Hamilton Teacher is Named Professor of the Year by the Carnegie Foundation

A woman who grew up during the Cultural Revolution in China has risen to the top of her profession in the United States.

Hong Gang Jin, associate professor of Chinese at Hamilton College in Upstate New York, has been named the Outstanding Baccalaureate College Professor of the Year for 1998.

The award, which comes one year after Hamilton Professor of Geology Barbara Tewksbury was named the Professor of the Year for New York State, was announced at a luncheon today in Washington. It is presented by the Carnegie Foundation for the Advancement of Teaching and managed by the Council for the Advancement and Support of Education.

Jin says her primary responsibility as a language professor at a liberal arts college is "introducing students to different languages and cultures and making them aware of other ways to view the world."

"This award is an enormous honor for Hong Gang Jin and for our college," said Hamilton President Eugene M. Tobin, "and it is richly deserved."

"Many of us teach well," Tobin added. "Many do so with exceptional results and deserve the student acclaim they have earned. But only a handful of teachers have the capacity to make others work harder, feel better about their profession, and inspire them to dream of achieving similar greatness. Hong Gong Jin has that gift and Hamilton is extraordinarily fortunate to count her among our outstanding faculty."

Tobin cited Jin's work in language pedagogy, her development of innovative multimedia approaches to language instruction and her creation of a highly successful study abroad program as evidence of her pioneering approach to teaching. "She is," according to Tobin, "among the first, and certainly among the finest, of a new generation of teachers in the Chinese language field."

A Motivational Teacher

Alyssa Gillmeister, a 1998 Hamilton graduate, described Jin as a teacher who inspires students to challenge themselves.

"One of the most remarkable things about Professor Jin," according to Gillmeister, "is that no matter how much work she assigned, how unattainable her high standards seemed, how long and rough the road looked, what always remained the same was that she gave her students so much of herself ... that we had to give as much back.

"She gave more than 200 percent and we did too," Gillmeister added, "because anything else would have been insulting to her, ourselves, and our collective dedication to learning."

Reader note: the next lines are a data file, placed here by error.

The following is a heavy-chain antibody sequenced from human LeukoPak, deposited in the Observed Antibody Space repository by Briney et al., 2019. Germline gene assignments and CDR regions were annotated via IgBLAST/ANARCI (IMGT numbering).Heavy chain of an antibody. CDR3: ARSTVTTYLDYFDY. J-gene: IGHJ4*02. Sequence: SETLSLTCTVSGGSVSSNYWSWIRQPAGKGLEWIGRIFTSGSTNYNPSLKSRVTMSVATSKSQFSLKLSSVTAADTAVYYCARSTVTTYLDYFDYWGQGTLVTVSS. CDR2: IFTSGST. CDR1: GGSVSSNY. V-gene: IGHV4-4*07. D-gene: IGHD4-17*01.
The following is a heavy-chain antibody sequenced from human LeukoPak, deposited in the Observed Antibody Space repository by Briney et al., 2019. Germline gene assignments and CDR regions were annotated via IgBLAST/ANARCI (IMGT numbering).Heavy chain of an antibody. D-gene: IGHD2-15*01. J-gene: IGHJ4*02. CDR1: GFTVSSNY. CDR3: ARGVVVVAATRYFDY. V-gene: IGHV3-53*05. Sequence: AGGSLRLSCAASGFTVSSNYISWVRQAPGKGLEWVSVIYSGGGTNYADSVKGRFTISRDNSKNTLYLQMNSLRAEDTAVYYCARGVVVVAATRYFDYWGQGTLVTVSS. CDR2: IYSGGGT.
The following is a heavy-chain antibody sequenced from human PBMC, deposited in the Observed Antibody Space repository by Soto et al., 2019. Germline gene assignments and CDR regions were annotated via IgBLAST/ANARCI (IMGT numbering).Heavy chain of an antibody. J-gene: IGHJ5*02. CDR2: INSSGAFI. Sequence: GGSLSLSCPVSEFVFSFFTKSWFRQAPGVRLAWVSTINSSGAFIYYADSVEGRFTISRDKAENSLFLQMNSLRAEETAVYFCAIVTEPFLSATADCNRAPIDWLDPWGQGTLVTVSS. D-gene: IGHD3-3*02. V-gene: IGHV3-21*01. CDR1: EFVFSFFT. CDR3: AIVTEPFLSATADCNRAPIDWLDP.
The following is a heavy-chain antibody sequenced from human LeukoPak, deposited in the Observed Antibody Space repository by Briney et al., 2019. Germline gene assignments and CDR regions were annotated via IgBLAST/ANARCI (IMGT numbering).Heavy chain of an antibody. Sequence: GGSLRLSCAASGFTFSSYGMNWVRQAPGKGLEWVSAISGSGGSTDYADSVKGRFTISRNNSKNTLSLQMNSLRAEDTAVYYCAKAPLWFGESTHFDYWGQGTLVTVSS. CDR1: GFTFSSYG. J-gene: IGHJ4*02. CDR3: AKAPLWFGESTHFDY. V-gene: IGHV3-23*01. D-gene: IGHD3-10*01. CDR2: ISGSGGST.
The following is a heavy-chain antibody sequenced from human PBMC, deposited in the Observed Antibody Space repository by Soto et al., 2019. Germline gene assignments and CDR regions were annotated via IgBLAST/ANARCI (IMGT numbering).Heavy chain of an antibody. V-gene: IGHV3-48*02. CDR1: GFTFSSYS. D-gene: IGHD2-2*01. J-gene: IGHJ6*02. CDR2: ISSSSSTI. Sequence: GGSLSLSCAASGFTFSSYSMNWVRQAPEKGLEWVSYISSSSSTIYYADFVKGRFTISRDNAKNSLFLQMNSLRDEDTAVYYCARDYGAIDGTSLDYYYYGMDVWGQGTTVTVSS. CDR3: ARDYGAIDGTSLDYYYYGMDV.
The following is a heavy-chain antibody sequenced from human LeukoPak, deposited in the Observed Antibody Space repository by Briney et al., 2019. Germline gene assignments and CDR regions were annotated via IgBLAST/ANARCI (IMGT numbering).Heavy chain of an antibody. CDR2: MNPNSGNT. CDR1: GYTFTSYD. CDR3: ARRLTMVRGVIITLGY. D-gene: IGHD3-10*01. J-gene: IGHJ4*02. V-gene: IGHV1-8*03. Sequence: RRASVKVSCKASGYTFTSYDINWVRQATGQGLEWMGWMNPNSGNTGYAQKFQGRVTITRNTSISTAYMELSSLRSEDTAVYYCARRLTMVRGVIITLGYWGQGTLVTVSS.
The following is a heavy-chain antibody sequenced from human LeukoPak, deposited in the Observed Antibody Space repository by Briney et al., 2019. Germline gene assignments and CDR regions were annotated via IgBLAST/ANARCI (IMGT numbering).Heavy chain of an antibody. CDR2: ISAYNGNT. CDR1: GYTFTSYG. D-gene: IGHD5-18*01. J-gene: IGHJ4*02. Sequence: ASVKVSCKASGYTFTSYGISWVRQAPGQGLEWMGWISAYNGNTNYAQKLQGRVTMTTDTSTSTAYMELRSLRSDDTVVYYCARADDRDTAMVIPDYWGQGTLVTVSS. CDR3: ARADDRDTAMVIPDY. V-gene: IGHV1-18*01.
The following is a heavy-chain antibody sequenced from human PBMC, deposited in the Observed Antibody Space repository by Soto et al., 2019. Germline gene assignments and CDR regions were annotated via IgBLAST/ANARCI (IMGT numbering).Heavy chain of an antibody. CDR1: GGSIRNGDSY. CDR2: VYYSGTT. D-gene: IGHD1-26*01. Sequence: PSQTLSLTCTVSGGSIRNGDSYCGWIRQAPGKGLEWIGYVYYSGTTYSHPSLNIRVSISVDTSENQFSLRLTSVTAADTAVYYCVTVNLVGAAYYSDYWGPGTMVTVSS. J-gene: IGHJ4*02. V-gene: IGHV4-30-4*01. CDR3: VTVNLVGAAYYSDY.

Another former student said, "Professor Jin expects so much from her students only because she expects so much from herself."

In addition to the praise she has earned from her students, Jin's pioneering work in the Chinese language acquisition field has earned her a strong reputation among her peers.

"While she prepares meticulously for each class," one colleague said, "she also possesses to an unusual degree the ability to tailor her teaching to the specific needs of each student at that moment. Jin is very demanding of her students, not being satisfied with anything less than their best efforts, yet it is obvious to all that she cares deeply about every one of them. Most impressive is her ability to motivate her students and urge them on to ever greater achievement, even when they are temporarily overwhelmed by the challenges of learning a difficult language like Chinese.

"Her teaching is of the highest quality," he added, "the pedagogical materials she has developed are cutting-edge, and her dedication to her students is unmatched among the hundreds of instructors I have been associated with over the past 20 years."

A Pioneer in Language Pedagogy

While the focus of Jin's commitment to her students remains the classroom, Tobin said, she has used her enormous creativity and energy in designing new programs and teaching materials that in a very short time have become educational models.

Among her contributions to the Chinese language acquisition field are multimedia-oriented materials that evolved from an experimental study comparing the effectiveness of various methods used in teaching Chinese. With collaboration from Hamilton College Assistant Professor of Chinese De Bao Xu and financial support from the Andrew W. Mellon Foundation, Jin and Xu created a multimedia CD Rom and related publications that use authentic Chinese language materials (sound, movie excerpts, television shows and news reports, photographs and animation) to provide instruction and cultural context for learning Chinese.

The CD and accompanying textbook and workbook for the intermediate level of Chinese language acquisition are complete and being used currently to supplement classroom instruction at Hamilton; the beginning- and advanced-level CDs and related materials are expected to be finished in the fall of 1999, although several of the lessons in those CDs are also currently in use.

Prof. Jin also conceived of, developed and acts as general director of the Associated Colleges in China Abroad Program at Capital University of Business and Economics in Beijing. The language-intensive curriculum for the program, which is sponsored and administered by Hamilton in collaboration with Oberlin, Williams and Kenyon colleges, was largely developed by Jin. It includes several unique features, including a Chinese-only language policy, highly individualized two-on-one and one-on-one classes, host families and weekly language projects.


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